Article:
Monday, March 29, 2010

big rainy questions and broadway shows

I have a relationship with my mailbox. I fear it as one fears a large body of water at night, which is to say I respect its awesome power, showing deference at all times by leaving it be, lest I upset the tender balance within. I can walk past for days, too daunted to open it and ,when I finally do, the mail spills out in clumps damp with hallway must.

In the belly of that beast is the constant reminder of my resistance to adulthood. Bills and notices out of sight are out of mind. If it weren't for Netflix, and my schoolgirl addiction to the West Wing, I might never turn that little brass key.

Last night I saw Next To Normal and was reminded, among other things, about forgetting. And sanity. Or, the tenuous grip thereon: to quote the first review in the Times, "The notion that personality is fragile, always on the edge of decomposition..."* First it's the mailbox and the bills, then it's all those lost years, and pretty soon—names and faces. Delusions and dementia. The province of anyone with anything worth forgetting.

Which secrets are we meant to let scab over and which must be dredged and mined before we fall apart? How many catastrophes can we suffer before we find ourselves making sandwiches on the floor?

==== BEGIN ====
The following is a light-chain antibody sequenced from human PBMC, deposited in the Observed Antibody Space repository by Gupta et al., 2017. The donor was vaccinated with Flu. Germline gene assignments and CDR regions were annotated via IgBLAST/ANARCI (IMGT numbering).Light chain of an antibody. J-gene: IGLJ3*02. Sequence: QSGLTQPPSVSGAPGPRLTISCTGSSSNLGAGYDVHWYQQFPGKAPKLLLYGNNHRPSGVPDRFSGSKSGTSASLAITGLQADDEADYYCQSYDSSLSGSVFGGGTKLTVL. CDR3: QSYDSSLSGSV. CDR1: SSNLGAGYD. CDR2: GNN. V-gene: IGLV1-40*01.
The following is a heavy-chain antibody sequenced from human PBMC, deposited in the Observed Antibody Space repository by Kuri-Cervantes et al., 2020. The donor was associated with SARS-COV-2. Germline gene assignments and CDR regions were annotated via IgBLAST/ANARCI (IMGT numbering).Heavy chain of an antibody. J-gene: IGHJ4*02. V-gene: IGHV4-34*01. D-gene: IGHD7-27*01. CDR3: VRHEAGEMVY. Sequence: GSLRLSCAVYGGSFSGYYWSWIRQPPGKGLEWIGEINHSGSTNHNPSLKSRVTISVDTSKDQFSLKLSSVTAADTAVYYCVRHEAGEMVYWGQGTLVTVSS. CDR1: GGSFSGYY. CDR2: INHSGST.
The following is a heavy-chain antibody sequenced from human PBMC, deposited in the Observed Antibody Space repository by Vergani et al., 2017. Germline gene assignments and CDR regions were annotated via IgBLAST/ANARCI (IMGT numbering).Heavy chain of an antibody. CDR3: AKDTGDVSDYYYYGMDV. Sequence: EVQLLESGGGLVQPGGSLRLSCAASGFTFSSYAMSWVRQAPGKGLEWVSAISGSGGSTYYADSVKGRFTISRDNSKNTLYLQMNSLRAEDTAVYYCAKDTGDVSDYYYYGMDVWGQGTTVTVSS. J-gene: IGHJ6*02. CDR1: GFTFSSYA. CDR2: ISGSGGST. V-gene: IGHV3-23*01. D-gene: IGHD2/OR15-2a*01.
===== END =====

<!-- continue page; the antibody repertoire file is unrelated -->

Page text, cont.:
Then come the sacrifices. The ones we make for the damned and the lost in our lives, with or without hope for their rehabilitation. Who is to blame for these wasted hours and broken hearts but ourselves? We make them anyway, who knows why, out of love? (Valor? Compassion?) It is the basic hand to flame response of the human heart. This hurts. I'll help. Ow. Until every last one of us have burnt and bandaged fingers.

In that moment of decision, do we forfeit the right to complain when our better tendencies take us for a ride we weren't ready for? Or may we layer on resentment until it patches over our wounds like kudzu?

Jeez, world. A little heavy for a Tuesday perhaps?

*Ben Brantley, April 16, 2009, New York Times Theater Review

1 comment:

bard said...

I have a similar fear of my e-mail inbox, particularly where it concerns my cousin and the progress of her website...